Romney's visit to Britain, Israel and Poland was never expected to produce the same media frenzy as then-candidate Barack Obama's extravagant, eight-country tour of 2008.
Obama received rock star treatment from international media and world leaders as he traveled from the battlefields of Iraq and Afghanistan to the glittering chancelleries of Europe.
Nevertheless, comparisons were inevitable and much of it was less than favorable to the presumptive Republican presidential nominee.
"The designated Republican presidential candidate Mitt Romney wanted to demonstrate foreign policy expertise and diplomatic skills with his trip to Britain, Israel and Poland," the Swiss newspaper Tages-Zeitung said Tuesday. "Today, on the last day of the tour, he must be made to admit that he clearly missed this target."
Romney supporters insisted that much of the criticism was unfair and overblown, especially in countries of Europe where the political culture tends to be left of contemporary America.
Back in 2008, commentators attributed much of the public adulation that candidate Obama received in Europe to the simple fact that he was not George W. Bush, whose image had sunk because of widespread opposition to the Iraq war.
Likewise, the warm reception Romney received in Poland was due in part to the fact that he is not Barack Obama, whose overtures to Russia and other policies have not gone down well among Poles.
Whatever the differences, the contrast between the two candidates' foreign tours has been striking.
In 2008, more than 200,000 people turned out in Berlin to hear Obama speak of a world without nuclear weapons and promise to counter climate change.
French President Nicolas Sarkozy lavishly praised "my dear Barack Obama." David Cameron, then the head of Britain's opposition Conservative Party, made sure British and American television cameras recorded him with Obama in three separate locations in less than an hour.
Fast forward four years to what Germany's Spiegel Online news website described as Romney's "tour of gaffes."
It all started in London, where Romney described some of the problems facing Olympic organizers at the start of the Games as "disconcerting," unwelcome comments from a foreigner that unleashed a media firestorm in Britain.
Cameron, now the prime minister, fired back that "it's easier if you hold an Olympic Games in the middle of nowhere," though aides insisted the prime minister wasn't referring to Salt Lake City, where the GOP nominee ran the 2002 Winter Games.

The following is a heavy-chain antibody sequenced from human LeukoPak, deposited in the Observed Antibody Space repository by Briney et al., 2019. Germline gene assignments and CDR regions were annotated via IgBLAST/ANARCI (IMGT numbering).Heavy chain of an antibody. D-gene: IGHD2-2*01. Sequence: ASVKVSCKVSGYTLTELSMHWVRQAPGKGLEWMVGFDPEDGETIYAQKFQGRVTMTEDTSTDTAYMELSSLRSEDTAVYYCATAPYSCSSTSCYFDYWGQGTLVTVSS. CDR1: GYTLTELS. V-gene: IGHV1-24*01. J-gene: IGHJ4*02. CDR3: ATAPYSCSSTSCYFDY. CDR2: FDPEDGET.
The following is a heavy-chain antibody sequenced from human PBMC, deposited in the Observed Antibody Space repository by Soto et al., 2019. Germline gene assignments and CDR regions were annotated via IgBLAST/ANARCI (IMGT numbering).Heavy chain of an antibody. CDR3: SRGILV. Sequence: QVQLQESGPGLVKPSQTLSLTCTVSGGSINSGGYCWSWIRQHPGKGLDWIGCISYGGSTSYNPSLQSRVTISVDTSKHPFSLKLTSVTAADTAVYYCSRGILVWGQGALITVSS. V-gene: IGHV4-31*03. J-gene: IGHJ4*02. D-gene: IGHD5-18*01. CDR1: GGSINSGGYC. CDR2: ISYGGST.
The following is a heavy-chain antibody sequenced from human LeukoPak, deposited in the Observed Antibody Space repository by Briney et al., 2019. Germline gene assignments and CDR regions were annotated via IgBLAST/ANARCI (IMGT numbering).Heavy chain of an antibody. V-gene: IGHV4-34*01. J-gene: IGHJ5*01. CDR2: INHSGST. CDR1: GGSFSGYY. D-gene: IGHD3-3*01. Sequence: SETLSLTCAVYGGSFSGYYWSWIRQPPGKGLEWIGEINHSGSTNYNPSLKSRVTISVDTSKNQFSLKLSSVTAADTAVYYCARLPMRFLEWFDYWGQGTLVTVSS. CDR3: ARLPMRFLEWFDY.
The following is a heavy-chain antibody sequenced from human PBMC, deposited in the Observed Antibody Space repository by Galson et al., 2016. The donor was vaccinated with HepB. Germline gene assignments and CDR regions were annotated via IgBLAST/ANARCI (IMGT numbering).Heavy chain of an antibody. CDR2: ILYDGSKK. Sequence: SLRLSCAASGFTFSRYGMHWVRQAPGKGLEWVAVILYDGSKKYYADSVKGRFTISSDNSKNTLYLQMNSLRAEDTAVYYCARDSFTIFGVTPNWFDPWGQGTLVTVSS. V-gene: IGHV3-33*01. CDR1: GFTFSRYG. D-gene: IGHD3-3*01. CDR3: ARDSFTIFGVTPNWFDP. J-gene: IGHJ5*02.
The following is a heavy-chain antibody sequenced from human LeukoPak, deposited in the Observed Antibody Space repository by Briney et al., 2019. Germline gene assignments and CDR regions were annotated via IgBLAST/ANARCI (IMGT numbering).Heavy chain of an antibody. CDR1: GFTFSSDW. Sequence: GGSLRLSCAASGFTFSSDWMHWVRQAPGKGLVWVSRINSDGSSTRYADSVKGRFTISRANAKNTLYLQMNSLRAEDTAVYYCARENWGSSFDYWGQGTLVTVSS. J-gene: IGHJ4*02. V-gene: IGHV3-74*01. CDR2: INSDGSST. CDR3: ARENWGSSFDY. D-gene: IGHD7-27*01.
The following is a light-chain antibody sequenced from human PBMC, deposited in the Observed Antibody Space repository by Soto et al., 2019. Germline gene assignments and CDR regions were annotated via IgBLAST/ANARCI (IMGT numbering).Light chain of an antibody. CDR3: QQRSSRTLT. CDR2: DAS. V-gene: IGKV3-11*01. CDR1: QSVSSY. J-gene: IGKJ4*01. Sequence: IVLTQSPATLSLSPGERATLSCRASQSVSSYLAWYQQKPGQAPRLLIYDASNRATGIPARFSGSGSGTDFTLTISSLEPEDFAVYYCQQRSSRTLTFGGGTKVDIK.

London Mayor Boris Johnson joined in the criticism, firing up a crowd celebrating the arrival of the Olympic torch in the capital's famed Hyde Park.
"There's a guy called Mitt Romney who wants to know whether we're ready," Johnson told revelers. "Are we ready? Yes, we are!"
British media drew parallels with Obama's predecessor.
"The striking comparison here is with George W. Bush," the London newspaper The Independent fumed. "Even the bumbling, gaffe-prone Dubya appears diplomatically agile next to the supposedly urbane Mr. Romney."
Although Romney's reception in Israel was warmer, he nonetheless stirred up a storm by dismissing Palestinian claims to Jerusalem and implying that their culture -- and not Israeli military occupation -- was responsible for the economic gap between Israelis and Palestinians.
"Yesterday, he destroyed negotiations by saying Jerusalem is the capital of Israel, and today he is saying Israeli culture is more advanced than Palestinian culture," fumed a top Palestinian official Saeb Erekat. "Isn't this racism?"
Romney insisted his comments had been misinterpreted. He told Fox News that he "did not speak about the Palestinian culture or the decisions made in their economy."
Still his comments drew criticism from China, whose state-run Xinhua News Agency said Romney's "hawkish remarks" could worsen an already tense Mideast situation.
Things went better for Romney in Poland, where Obama is widely unpopular because of his administration's efforts to improve relations with Russia -- a country many Poles view with deep suspicion.
On the other hand, Romney has branded Russia the "No. 1 geopolitical foe" -- language that pleases many Poles and reminds them of Ronald Reagan whom many of them revere for helping to bring down communism.
Ex-President Lech Walesa, former leader of the Solidarity labor movement that helped end Communist rule, has never forgiven Obama for perceived snubs, including the U.S. president's refusal last year to receive him privately during a presidential visit to Poland.
Walesa effectively endorsed Romney when they met Monday in Gdansk, where the Solidarity movement was born in 1980. The current leaders of the movement, however, distanced themselves from the Romney visit, citing the candidate's "attacks against trade unions and labor rights."
That didn't appear to detract significantly from an overall positive reception, which Romney's supporters hope will translate into Polish-American votes in swing states.
"Romney has shown that he is well oriented in Poland's affairs. He said what sounds good to a Polish ear," said Bartosz Wisniewski, an analyst for Poland's International Affairs Institute.
Associated Press reporter Monika Scislowska contributed to this report from Warsaw, Poland.
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